Turkey has received orders for 10,065 ambulances from its manufacturers, including a total of 3,000 in the past few days.
The orders came as the government has been accused of being complicit in the deadly chemical attack on civilians in the town of Khan Sheikhoun, near the Turkish border, in the early hours of Wednesday, the deadliest chemical attack in decades.
The government is also facing criticism over its failure to halt the deadly attack.
In a televised speech on Thursday, Prime Minister Ahmet Davutoglu called on the international community to “take strong measures” to ensure a “complete and independent investigation” into the attack.
He also warned that Turkey could face international isolation over the incident, saying that such measures would not be “easy”.
In a statement, the Ministry of Transport said it had ordered “a total of 1,200 ambulances for the Turkish Armed Forces”, and a total number of 8,500 for the Civil Protection Forces.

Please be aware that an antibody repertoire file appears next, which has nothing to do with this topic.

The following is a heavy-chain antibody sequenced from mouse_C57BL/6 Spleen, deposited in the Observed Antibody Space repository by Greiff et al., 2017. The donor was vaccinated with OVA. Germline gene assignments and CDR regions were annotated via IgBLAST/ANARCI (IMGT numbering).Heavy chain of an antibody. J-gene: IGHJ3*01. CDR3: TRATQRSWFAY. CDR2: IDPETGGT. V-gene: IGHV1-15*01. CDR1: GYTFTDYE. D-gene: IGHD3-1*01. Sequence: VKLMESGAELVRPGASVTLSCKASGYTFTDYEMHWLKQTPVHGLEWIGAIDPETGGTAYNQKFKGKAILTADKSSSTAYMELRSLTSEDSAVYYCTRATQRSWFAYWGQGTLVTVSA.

The ministry also said it was considering an increase in the number of ambulances it orders.
“We are in a period of transition, and this is what we need to take care of,” a statement from the ministry read.
“As soon as we have a solution, we will start the process of buying ambulances and moving them to Turkey.”
The ministry said it would be “responsible for the construction and delivery of the new ambulances”.
It also said that the purchase of ambulations would not include new ambulants for the Kurdish YPG militia, who have been accused by the government of being responsible for the Khan Sheikhun attack.
Turkey is a member of the US-led coalition fighting the Islamic State group in Syria.